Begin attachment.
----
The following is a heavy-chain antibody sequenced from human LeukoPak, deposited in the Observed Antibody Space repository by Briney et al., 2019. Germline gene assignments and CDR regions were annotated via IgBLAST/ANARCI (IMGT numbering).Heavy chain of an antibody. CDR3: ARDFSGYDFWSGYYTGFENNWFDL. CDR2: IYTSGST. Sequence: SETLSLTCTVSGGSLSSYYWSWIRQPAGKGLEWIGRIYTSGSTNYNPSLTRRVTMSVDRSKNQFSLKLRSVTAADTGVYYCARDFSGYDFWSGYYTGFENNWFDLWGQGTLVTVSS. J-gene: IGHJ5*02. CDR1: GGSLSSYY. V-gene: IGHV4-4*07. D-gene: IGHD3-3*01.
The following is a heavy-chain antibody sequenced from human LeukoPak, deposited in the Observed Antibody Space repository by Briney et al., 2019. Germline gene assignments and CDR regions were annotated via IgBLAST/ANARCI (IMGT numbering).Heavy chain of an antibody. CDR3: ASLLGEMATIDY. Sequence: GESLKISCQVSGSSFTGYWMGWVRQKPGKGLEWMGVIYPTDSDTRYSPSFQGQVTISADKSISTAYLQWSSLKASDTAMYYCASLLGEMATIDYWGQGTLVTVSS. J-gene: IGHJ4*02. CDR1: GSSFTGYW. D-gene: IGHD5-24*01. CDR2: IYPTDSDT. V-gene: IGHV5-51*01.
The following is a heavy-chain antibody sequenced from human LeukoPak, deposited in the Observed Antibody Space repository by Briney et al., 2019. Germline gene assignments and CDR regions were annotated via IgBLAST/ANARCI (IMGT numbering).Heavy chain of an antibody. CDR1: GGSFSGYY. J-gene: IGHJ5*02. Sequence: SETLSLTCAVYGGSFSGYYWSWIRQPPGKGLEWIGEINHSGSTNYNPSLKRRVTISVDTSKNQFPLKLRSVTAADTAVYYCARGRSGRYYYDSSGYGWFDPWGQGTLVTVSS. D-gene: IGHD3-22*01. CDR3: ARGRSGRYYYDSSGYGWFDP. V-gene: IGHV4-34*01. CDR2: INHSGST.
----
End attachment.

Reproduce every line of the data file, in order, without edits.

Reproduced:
The following is a heavy-chain antibody sequenced from human LeukoPak, deposited in the Observed Antibody Space repository by Briney et al., 2019. Germline gene assignments and CDR regions were annotated via IgBLAST/ANARCI (IMGT numbering).Heavy chain of an antibody. CDR3: ARDFSGYDFWSGYYTGFENNWFDL. CDR2: IYTSGST. Sequence: SETLSLTCTVSGGSLSSYYWSWIRQPAGKGLEWIGRIYTSGSTNYNPSLTRRVTMSVDRSKNQFSLKLRSVTAADTGVYYCARDFSGYDFWSGYYTGFENNWFDLWGQGTLVTVSS. J-gene: IGHJ5*02. CDR1: GGSLSSYY. V-gene: IGHV4-4*07. D-gene: IGHD3-3*01.
The following is a heavy-chain antibody sequenced from human LeukoPak, deposited in the Observed Antibody Space repository by Briney et al., 2019. Germline gene assignments and CDR regions were annotated via IgBLAST/ANARCI (IMGT numbering).Heavy chain of an antibody. CDR3: ASLLGEMATIDY. Sequence: GESLKISCQVSGSSFTGYWMGWVRQKPGKGLEWMGVIYPTDSDTRYSPSFQGQVTISADKSISTAYLQWSSLKASDTAMYYCASLLGEMATIDYWGQGTLVTVSS. J-gene: IGHJ4*02. CDR1: GSSFTGYW. D-gene: IGHD5-24*01. CDR2: IYPTDSDT. V-gene: IGHV5-51*01.
The following is a heavy-chain antibody sequenced from human LeukoPak, deposited in the Observed Antibody Space repository by Briney et al., 2019. Germline gene assignments and CDR regions were annotated via IgBLAST/ANARCI (IMGT numbering).Heavy chain of an antibody. CDR1: GGSFSGYY. J-gene: IGHJ5*02. Sequence: SETLSLTCAVYGGSFSGYYWSWIRQPPGKGLEWIGEINHSGSTNYNPSLKRRVTISVDTSKNQFPLKLRSVTAADTAVYYCARGRSGRYYYDSSGYGWFDPWGQGTLVTVSS. D-gene: IGHD3-22*01. CDR3: ARGRSGRYYYDSSGYGWFDP. V-gene: IGHV4-34*01. CDR2: INHSGST.